If you are not a scientist or mathematician, reasonably confident with probabilities, statistics and the rest, you will struggle even more. The British Academy has just released a quite extensive position statement regarding Quantitative Skills in the Social Sciences and Humanities. The BA is worried, not only because they see the lack of such skills threatening the UK’s status as a world leader in research and higher education in these fields, but because ‘quantitative methods underpin…effective evidence-based policy’ – and we don’t see enough of that do we! They are not talking about the majority of the UK population in this statement, but about a fairly privileged sub-set who still struggle to handle and interpret the data appropriately. I have discussed some of these issues previously, following a meeting at the British Academy, where I was trying to set the scene about the limitations of the UK’s maths education: as I pointed out then and as this recent statement reiterates, our post-16 maths education is unimpressive. Out of a survey of 24 countries carried out by the Nuffield Foundation, we (strictly speaking England) are the only one with a participation rate of less than 20% in maths for the 16-18 age-group, and many students taking social science subjects at A level will barely be tested in quantitative methods during their assessments, although there is a significant variation across awarding organisations.
When it comes to what the Statement calls ‘skills for a modern participating citizenry’, they quote from the Royal Statistical Society’s ‘getstats’:
At every turn we make decisions to which risk, probability and sampling are relevant. Choosing what to buy or planning a journey, deciding on medical treatment and listening to the advice of the doctor; calculating earnings and benefits and how to save and invest: these are statistically rich decisions. We need numerical data to understand the performance of schools and hospitals, but also to understand why league tables can be distorting and unfair.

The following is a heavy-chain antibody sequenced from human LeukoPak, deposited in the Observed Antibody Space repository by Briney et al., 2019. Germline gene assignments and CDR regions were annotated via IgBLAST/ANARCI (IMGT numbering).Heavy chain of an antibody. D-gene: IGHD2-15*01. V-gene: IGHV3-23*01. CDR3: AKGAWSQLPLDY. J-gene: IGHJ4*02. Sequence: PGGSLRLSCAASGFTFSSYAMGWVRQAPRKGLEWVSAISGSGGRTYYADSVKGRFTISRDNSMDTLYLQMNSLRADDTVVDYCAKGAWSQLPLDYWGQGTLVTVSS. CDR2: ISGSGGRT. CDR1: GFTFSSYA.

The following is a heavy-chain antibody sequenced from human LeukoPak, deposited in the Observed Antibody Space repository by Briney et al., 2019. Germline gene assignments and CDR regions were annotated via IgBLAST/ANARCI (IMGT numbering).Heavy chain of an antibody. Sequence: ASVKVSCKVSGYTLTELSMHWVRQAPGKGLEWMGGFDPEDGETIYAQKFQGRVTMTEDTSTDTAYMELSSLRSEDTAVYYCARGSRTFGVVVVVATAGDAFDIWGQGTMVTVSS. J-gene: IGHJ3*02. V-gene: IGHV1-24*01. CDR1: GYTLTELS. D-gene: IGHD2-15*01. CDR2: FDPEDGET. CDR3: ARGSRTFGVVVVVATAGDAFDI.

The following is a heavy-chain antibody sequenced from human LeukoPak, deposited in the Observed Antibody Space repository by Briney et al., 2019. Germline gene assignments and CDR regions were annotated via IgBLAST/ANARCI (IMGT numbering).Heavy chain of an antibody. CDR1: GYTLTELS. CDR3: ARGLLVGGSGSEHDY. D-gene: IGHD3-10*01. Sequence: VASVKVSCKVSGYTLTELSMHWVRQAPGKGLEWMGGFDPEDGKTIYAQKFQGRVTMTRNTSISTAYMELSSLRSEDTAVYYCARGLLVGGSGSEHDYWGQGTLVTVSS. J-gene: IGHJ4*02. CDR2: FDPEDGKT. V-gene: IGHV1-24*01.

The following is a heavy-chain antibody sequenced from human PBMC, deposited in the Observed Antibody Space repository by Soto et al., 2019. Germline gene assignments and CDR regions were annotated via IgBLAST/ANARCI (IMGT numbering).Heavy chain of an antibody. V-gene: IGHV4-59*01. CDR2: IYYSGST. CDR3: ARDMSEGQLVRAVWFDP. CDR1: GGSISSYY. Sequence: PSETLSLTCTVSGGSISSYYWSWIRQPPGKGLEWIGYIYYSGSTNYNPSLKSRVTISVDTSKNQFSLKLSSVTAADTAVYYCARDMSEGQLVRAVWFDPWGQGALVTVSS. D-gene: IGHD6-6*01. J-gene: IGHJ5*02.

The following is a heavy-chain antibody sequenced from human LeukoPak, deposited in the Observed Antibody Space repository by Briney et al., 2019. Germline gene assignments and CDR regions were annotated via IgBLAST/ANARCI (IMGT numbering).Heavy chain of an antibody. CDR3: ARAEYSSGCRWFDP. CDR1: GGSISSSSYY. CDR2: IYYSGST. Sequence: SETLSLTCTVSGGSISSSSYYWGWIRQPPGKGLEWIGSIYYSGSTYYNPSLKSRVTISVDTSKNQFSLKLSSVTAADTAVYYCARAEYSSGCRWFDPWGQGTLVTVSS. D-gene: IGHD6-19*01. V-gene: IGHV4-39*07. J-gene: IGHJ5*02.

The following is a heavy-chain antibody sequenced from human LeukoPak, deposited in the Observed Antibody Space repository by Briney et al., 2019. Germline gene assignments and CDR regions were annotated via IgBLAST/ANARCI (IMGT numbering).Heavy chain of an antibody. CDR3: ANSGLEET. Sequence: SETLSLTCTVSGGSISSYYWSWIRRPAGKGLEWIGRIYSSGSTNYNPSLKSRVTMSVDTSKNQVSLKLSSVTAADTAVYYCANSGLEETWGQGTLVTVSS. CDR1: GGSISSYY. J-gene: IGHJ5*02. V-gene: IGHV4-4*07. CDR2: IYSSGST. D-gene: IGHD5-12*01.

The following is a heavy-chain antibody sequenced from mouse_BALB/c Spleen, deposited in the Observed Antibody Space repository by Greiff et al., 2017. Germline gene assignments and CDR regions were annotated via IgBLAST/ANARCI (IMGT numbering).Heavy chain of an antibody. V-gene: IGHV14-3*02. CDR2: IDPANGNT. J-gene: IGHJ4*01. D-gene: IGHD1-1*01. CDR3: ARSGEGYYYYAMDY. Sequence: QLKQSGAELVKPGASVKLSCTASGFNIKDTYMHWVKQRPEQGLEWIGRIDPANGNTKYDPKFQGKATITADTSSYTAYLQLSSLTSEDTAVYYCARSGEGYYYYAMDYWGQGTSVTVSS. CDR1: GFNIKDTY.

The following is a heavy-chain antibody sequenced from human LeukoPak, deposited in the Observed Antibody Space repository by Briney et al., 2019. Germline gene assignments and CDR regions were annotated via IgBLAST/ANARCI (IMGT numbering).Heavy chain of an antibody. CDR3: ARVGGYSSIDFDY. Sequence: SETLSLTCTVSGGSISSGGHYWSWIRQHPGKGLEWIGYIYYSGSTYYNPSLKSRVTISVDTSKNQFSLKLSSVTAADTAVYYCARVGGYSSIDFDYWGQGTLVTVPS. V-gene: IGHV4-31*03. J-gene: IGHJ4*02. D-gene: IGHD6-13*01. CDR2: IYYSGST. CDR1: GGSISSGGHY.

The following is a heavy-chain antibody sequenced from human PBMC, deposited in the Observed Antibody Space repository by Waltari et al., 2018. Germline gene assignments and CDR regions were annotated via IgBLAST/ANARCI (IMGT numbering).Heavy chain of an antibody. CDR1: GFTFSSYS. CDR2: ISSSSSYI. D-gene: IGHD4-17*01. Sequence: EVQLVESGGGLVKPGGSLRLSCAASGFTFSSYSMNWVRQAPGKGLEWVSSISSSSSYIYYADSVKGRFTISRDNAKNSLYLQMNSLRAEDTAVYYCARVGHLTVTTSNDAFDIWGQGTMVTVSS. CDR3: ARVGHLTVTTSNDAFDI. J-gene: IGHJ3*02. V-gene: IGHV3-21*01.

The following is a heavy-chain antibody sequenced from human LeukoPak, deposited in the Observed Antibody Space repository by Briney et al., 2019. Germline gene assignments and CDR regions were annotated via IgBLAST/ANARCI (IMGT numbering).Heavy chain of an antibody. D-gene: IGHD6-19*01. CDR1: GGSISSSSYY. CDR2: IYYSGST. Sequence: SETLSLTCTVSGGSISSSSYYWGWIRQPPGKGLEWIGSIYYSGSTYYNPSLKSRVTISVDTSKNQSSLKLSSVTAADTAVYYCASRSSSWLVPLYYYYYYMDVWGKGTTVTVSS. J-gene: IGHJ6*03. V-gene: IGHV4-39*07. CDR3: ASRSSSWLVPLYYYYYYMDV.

Our overall weakness in maths and statistics is now being recognized in Government, and maybe there is hope on the horizon. ACME (the Advisory Council for Mathematics Education) is being asked to advise on what could and should be done for post-16 mathematics in England by the Department for Education. But it cannot be forgotten that the DfE has its own agenda, as the way the story about a project in Cambridge to create enrichment activities for student and teachers at Maths A level appears to have been ‘spun’ to the media makes only too plain. If you compare the factual story about this project on the University of Cambridge website with the way it was written up in the press (led by the Daily Telegraph, with its wholly inaccurate title ‘Cambridge University professors ‘to set maths A levels’) the discrepancy between the reality and what the Ministry appeared to want to happen is clear.
On the day this particular story broke earlier this week, with the Secretary of State, Michael Gove, visiting Cambridge to launch the initiative, I was attending a so-called Joint STEM Ministerial Meeting in London.( I refer to it as ‘so-called’ because, despite the fact that both the Universities’ Minister David Willetts, and the Schools Minister Liz Truss were intended to be present, neither of them were – albeit the former turned up later in the meeting after both KS4 and A level reform and been heatedly discussed.) I felt obliged to point out quite forcefully to the other Education representatives in the room, that the media had got the story completely wrong, to make it clear that my University is not trying to leap into the breach of ‘setting’ A levels unilaterally.
Nevertheless, it is good news that the DfE is looking at the post-16 maths provision. We have to hope that future generations are better equipped to make sense of many aspects of their lives, risk included. That will at least represent progress. In the Darwin Lectures, Spiegelhalter says ‘Public figures need to act with humility when communicating about [these} uncertainties’. If they started doing this, that would also represent progress.